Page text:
How to record: a quick guide

1. Choose the species and events you want to record

Take a look at the list of species and events that you can record. Choose one or more that you can check at least twice a week.

Some species will need more frequent checking than others. You'll need to monitor trees at least twice a week throughout the year, but for some species, like butterflies, you’ll only need to keep an eye out until they’ve first emerged in spring, and then you won’t need to record them again until the following year.

Sessile oak (Clive Jones/Alamy)

Red-tailed bumblebee (WTML)

Hazel fruit (Pete Holmes/WTML)

Blue tit (Louis Cardin/WTML)

2. Choose your recording locations

Choose recording locations that you visit regularly, ideally as part of your normal routine.

For example you might choose to record:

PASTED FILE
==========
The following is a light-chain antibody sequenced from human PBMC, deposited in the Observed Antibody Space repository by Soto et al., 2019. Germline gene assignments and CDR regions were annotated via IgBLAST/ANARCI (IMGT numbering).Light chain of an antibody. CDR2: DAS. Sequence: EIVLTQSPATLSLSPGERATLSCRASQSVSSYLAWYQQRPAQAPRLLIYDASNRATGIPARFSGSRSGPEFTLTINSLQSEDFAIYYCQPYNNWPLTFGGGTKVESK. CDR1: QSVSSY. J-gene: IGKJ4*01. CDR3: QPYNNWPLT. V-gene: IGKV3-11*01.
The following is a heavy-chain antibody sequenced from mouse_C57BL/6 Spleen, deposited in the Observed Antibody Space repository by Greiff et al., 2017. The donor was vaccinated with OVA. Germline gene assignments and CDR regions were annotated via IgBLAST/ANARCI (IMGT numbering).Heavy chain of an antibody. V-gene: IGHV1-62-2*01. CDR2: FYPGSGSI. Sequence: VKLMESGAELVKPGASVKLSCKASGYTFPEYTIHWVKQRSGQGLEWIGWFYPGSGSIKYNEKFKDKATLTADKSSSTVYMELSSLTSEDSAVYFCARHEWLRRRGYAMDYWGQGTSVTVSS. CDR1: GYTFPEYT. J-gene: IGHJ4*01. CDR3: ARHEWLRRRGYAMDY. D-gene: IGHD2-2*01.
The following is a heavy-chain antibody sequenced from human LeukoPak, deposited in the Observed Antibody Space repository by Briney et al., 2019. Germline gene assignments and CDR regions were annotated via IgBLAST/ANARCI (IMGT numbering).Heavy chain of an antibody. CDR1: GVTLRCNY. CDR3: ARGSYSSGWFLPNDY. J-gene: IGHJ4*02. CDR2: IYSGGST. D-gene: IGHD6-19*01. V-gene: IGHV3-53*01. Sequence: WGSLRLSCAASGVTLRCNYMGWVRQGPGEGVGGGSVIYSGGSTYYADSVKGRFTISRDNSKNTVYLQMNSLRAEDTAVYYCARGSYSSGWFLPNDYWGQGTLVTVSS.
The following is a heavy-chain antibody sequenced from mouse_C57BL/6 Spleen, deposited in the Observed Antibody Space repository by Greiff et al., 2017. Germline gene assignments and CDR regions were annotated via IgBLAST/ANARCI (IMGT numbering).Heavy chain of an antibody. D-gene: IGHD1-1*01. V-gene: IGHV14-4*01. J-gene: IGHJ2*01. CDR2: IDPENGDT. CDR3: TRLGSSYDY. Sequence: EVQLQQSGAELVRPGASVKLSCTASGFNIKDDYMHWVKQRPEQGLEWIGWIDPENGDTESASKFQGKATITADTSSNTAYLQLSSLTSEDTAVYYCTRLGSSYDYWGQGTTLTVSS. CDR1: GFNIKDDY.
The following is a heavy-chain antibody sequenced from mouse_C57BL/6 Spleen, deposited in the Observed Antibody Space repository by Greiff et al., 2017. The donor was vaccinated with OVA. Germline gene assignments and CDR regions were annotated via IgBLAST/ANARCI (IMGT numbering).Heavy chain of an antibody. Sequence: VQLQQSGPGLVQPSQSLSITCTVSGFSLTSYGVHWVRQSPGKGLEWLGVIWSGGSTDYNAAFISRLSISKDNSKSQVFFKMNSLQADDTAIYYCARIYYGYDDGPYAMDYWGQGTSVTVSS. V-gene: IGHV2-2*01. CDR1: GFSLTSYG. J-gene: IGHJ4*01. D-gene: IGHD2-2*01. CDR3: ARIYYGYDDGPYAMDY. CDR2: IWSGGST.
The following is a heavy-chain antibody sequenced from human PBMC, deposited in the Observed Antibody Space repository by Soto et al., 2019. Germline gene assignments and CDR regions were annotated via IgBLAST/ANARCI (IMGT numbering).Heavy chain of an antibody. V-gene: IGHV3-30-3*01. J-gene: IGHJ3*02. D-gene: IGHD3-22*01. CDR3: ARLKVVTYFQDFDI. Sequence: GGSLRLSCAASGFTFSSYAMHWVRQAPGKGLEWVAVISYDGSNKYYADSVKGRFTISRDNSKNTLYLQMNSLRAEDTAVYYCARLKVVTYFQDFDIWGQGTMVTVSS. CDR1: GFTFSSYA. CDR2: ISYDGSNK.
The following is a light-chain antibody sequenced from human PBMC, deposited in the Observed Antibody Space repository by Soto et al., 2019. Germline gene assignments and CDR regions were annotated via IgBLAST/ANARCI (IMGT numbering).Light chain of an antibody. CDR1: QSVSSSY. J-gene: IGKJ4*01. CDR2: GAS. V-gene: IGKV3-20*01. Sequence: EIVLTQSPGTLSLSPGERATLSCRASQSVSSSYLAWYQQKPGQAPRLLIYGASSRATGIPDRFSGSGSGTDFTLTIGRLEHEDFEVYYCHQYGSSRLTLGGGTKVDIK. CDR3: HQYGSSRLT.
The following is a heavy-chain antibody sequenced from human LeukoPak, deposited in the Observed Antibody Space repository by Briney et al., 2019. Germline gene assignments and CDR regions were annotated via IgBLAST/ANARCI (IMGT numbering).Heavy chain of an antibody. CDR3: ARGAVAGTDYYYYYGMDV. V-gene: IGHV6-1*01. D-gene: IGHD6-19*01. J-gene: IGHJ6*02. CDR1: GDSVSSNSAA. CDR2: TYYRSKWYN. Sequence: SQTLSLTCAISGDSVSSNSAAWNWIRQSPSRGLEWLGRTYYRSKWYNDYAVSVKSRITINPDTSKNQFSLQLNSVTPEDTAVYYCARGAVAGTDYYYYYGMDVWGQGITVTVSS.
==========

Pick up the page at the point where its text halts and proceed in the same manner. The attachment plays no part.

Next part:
• Amphibians in the pond in your local park
  • The ash tree you walk past on the way to work
  • Grasses in the field where you walk your dog
  • Birds and insects in your garden

Each recording location is the area of a circle with a 20 metre radius.

It’s important to choose locations that you visit regularly (at least once or twice a week) so that you notice when an event happens to the species you are recording for the first time.

Hazel (Philip Formby/WTML)

Holly blue (Louise Holmes/WTML)

Blackthorn (Jane Leigh)

3. Record your observations

Look out for the seasonal events that happen to your species. Record the date that you first see each event. You can take a photo and add it to your record. You can view your records instantly on the live maps.

Recording your species in the same location each year will give us the best quality records.

Choose mature trees (approx. 30 years old or more), as young trees can show different responses.

For species with multiple events e.g. oak budburst, first leaf, first flowering and so on, record all the events on the same tree.

It’s best to add your record to the website as soon as possible after you observe an event, while the information is still fresh in your mind.


Read our safe fieldwork guidelines.

Peacock butterfly

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